Silk Road Ensemble
New Music and Globalization, Part 1: Silk Road and Global Collaborations

New Music and Globalization, Part 1: Silk Road and Global Collaborations

Silk Road Ensemble

Silk Road Ensemble
Photo by Todd Rosenberg Photography

There is little doubt: the particular phase of globalization we are living in (forged from a combination of post-Cold War politics, digital networks, global finance, free market ideology, and cheap travel) has had a major impact on the forms and presentation of art, music, and literature. Within the visual arts, this is a major topic of critical interest, and is widely seen to be manifest in the explosion since 1989 of art biennials. The form of the biennial, as a festival-like exhibition of work from around the world, certainly reflects some aspects of the global experience: the mixing and curation of international artists, the touristic approach to culture, and the boundaryless flow of international capital.

There isn’t really an equivalent in—for want of a better word—art music, even though many of the same structural changes apply. (World music is better served through projects such as WOMEX and WOMAD.) For all their strengths, new music festivals like Tanglewood or the Bang on a Can Marathon can’t attract the same sort of money (and therefore glamour and press attention) as the Whitney, São Paolo, or Venice biennials. Art, through the biennial, can become particularly symbolic of the flow of global capital—often concretely too, as works are bought and sold. Music, as a time-based art form rooted in experiences rather than in objects, cannot attract the same level of capital investment. When it does reflect the flows and structures of globalization, it therefore tends to bring other dimensions out.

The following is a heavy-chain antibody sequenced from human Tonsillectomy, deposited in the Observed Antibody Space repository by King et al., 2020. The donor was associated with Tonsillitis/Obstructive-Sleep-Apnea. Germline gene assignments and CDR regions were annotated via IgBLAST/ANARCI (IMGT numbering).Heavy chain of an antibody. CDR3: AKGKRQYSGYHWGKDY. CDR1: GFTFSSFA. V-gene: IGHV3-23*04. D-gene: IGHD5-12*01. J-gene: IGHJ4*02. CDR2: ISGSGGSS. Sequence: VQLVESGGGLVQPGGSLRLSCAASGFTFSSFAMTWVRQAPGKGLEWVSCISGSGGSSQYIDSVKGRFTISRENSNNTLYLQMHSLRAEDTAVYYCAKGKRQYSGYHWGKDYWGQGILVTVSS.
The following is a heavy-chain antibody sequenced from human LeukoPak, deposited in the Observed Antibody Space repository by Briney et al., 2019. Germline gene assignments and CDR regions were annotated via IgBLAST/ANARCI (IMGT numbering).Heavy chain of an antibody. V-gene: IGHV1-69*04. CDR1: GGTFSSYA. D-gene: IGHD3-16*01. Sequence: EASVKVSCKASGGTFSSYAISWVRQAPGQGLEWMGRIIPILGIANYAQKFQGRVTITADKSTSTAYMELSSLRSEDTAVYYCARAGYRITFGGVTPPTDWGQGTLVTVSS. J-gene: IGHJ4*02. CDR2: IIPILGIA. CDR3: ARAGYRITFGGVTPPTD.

In terms of curatorial impact, perhaps a closer analogy to the art biennial might be found among new music ensembles. Single concerts don’t do the same thing and new music festivals, unfortunately, don’t have the same impact. Ongoing projects, however, in which repertories can be collected and developed, in which a sense of global mobility can be projected through international tours and residencies, and for which financial support and prestige can be built up over time, offer a closer comparison.

One example is the Silk Road Project, founded by Yo-Yo Ma. With Ma as its chief advocate, Silk Road is capable of attracting a level of capital, interest, and prestige that is possibly unique in new music. In large part this is due to Ma’s superstar status, but there is also a correlation with the group’s commitment to a globalized, multicultural vision that operates outside of the usual channels of new music, and there is a case to be made that the “global music” angle that Silk Road promotes opens doors in ways that more conventional, “abstract” compositional approaches cannot do.

Kojiro Umezaki

Kojiro Umezaki
Photo by C Taylor Crothers

The Silk Road Project was founded in 1998 to “promote innovation and learning through the arts.”[1] At the heart of the concept is the network of ancient trading routes from India and China to Europe, which acts as “a modern metaphor for sharing and learning across cultures, art forms and disciplines.”[2] Two years later the Silk Road Ensemble was formed, a variable collective of around 60 musicians, artists, and storytellers that performs music in accordance with the Silk Road ethos. The ensemble’s members come from more than 20 countries, many of them along the Silk Road itself. They bring with them the instruments and traditions of their own countries—from the gaita bagpipes of Galicia as played by Cristina Pato to Kojiro Umezaki’s Japanese shakuhachi—taking in the instruments and musical styles of southeast Europe, Central Asia, North Africa, India, and China along the way.